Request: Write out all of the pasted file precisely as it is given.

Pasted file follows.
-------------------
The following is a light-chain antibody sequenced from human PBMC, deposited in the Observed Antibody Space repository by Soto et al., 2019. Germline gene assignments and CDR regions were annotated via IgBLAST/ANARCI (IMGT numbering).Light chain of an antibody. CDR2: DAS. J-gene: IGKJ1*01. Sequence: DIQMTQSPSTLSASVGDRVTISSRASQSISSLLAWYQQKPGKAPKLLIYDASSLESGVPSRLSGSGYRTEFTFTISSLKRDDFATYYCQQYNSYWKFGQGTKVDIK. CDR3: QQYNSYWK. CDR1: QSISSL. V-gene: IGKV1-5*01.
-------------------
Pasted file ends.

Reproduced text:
The following is a light-chain antibody sequenced from human PBMC, deposited in the Observed Antibody Space repository by Soto et al., 2019. Germline gene assignments and CDR regions were annotated via IgBLAST/ANARCI (IMGT numbering).Light chain of an antibody. CDR2: DAS. J-gene: IGKJ1*01. Sequence: DIQMTQSPSTLSASVGDRVTISSRASQSISSLLAWYQQKPGKAPKLLIYDASSLESGVPSRLSGSGYRTEFTFTISSLKRDDFATYYCQQYNSYWKFGQGTKVDIK. CDR3: QQYNSYWK. CDR1: QSISSL. V-gene: IGKV1-5*01.